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Trick or Tort: Injury cases that turned Halloween festivities into a legal nightmare

Trick or Tort: Injury cases that turned Halloween festivities into a legal nightmare

Halloween is a time for silly costumes, candies, and Michael Myers movies binge fest.
If Halloween movies have taught us anything, it’s that jack-o’-lantern festivities can turn into a real nightmare. It’s all fun and games inside a horror house until a chainsaw-wielding extra shows up for one final scare. Then it becomes a season of personal injury lawsuits.

How scary is too scary?

Customers buy tickets to a haunted house for one reason only — to get scared to within an inch of their life. That’s exactly what the Haunted Trail in San Diego delivers.

Like many of the haunted house’s guests, Scott Griffin and his friends were wildly entertained by the Haunted Trail. While making their way toward the exit, they were treated with one last “Boo!” by an actor in Leatherface garb. Fearing for his life, Scott ran, fell, and broke his wrists.

It’s a scene straight out of a slasher film except that victims in slasher films rarely get a chance to take their injuries to the court, which is what Scott did. He sued the Haunted Trail for negligence and assault for an undisclosed amount.

The Haunted House, stating that there is an inherent risk in paying an establishment to scare the bejesus out of you, responded with a motion to dismiss the case. And the judge agreed.

The Florida Chainsaw Mishap

In 1998, 57-year-old Cleanthi Peters and her 10-year-old grandchild entered Hell’s High, a haunted house in Universal Studios Florida’s Halloween Horror Nights. The studio’s fright festival was so good that it won awards for Best Halloween Event — clearly, it was not your average carnie horror house.

As Cleanthi and her grandkid were reaching the end of the trail, a Leatherface-wearing actor (yet again) decided to spice up their experience by threatening them with a fake chainsaw. While being chased by “Leatherface,” they slipped on the floor near the exit door. Instead of helping the two — who slipped because of moisture from the mist used to keep the place cool — Leatherface continued to wave the chainsaw in their faces.

Like many chainsaw chases, this one did not end up on a cheerful note.

The “inherent risk” of entering a theme park haunted house does not involve slipping and falling due to a prop. Because of that, Universal Studios was faulted for neglecting to keep the premises safe for guests. Ms. Peters’s suit against Universal Studios has been cited as frivolous by several listicles, but that’s not the case. It’s a legitimate slip-and-fall case that was settled out of court.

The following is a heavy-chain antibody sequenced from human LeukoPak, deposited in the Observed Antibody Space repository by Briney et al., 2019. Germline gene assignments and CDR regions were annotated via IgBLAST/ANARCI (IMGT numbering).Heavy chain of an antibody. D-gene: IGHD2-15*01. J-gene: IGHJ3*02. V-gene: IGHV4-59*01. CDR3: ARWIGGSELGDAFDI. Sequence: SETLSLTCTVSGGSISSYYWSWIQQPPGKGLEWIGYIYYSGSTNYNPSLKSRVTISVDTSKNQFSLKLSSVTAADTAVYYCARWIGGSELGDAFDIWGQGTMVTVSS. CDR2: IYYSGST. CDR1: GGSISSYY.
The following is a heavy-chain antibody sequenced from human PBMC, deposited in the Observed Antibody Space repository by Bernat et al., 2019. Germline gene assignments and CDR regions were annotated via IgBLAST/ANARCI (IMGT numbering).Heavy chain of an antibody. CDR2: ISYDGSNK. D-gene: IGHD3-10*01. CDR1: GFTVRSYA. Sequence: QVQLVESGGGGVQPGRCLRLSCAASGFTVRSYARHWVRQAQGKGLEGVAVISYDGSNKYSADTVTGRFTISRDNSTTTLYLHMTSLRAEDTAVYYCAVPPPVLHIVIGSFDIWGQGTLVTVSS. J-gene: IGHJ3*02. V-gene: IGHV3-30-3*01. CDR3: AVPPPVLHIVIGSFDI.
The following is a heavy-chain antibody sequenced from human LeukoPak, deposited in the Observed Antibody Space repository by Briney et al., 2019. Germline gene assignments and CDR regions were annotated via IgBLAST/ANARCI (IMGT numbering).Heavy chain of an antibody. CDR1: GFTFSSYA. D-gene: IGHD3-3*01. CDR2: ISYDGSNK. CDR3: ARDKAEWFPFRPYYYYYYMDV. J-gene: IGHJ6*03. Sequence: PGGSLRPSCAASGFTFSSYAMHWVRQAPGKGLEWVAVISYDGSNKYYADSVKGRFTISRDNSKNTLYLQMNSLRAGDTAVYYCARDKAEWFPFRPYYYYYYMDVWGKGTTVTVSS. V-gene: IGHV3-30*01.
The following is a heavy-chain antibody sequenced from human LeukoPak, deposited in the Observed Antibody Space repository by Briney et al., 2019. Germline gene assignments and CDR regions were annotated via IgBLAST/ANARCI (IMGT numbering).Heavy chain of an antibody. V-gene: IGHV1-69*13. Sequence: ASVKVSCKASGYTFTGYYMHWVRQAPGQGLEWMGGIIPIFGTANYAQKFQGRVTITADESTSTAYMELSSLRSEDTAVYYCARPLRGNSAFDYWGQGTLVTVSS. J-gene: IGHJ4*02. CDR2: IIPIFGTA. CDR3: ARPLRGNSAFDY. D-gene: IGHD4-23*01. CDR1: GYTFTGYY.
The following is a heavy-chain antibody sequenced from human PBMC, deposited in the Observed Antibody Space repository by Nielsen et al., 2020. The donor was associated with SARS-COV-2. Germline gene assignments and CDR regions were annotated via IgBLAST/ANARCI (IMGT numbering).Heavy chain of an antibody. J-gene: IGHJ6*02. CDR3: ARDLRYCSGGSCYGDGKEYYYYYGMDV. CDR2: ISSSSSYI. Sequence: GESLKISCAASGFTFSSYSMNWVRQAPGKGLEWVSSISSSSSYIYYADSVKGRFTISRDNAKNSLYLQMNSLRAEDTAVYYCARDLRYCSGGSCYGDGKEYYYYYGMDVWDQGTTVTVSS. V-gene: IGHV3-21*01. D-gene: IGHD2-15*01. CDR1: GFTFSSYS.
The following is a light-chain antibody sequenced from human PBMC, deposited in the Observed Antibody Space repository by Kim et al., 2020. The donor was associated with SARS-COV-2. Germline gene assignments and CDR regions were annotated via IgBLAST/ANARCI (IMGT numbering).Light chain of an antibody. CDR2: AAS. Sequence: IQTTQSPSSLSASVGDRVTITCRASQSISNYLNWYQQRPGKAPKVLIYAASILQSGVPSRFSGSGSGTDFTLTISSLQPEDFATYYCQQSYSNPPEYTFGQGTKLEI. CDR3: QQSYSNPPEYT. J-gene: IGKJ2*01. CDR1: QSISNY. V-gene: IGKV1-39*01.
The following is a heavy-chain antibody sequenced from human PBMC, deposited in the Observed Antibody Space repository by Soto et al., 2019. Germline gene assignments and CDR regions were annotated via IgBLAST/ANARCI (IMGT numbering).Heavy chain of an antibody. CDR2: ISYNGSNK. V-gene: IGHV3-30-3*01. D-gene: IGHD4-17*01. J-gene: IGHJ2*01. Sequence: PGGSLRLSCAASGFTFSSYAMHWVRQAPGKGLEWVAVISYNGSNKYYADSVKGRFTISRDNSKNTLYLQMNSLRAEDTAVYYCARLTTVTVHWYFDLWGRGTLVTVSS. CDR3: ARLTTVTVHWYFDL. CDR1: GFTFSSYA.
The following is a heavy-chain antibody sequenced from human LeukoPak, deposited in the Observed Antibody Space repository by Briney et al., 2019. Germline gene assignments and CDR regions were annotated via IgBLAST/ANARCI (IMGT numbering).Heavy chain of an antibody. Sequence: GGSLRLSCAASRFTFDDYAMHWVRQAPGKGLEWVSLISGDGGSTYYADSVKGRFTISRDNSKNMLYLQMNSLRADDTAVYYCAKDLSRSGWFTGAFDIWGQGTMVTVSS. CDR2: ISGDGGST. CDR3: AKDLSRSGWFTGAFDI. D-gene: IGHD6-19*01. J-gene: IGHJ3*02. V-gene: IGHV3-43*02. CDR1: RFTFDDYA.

Jason Goes to Court

Like any Halloween enthusiast, Gracie Durmon paid good money to experience the thrills of a make-believe serial killer chase in a cornfield. In 2002, she paid admission to the MaiZE, a Louisiana cornfield maze created by Michael and Lei Lani Billings.

The MaiZE is a nice twist to the usual haunted houses and is set in an actual cornfield, but it’s not a party until a chainsaw-wielding actor shows up.

While navigating her way out of the maze, Grace heard the whir of a familiar implement and ran for her life. A Jason Voorhees-looking maniac chased her while she was exiting one of the field’s three main areas. Because the field was muddy, she fell and broke her leg while trying to run away from the hockey mask-wearing mascot.

She and her husband brought suit against the Billingses and their insurer for damages. According to her lawsuit, the Billingses were to be blamed for the “unreasonably dangerous condition” of the field.

Unfortunately for the Durmons, the court did not see it their way. That’s because, as intricate as the MaiZE was, Gracie knew what she was getting herself into when she entered the field of terror.

The primary assumption of risk does not mean haunted houses and similar establishments can get away with murder — or in these cases, causing injury to paying guests. People pay for a ticket to get cheap scares, but they certainly wouldn’t pay for costly injuries. If you believe you’re entitled to claim damages caused by a Jason Voorhees wannabe in a house of horror, call Seattle personal injury attorneys Buckingham, LaGrandeur & Williams.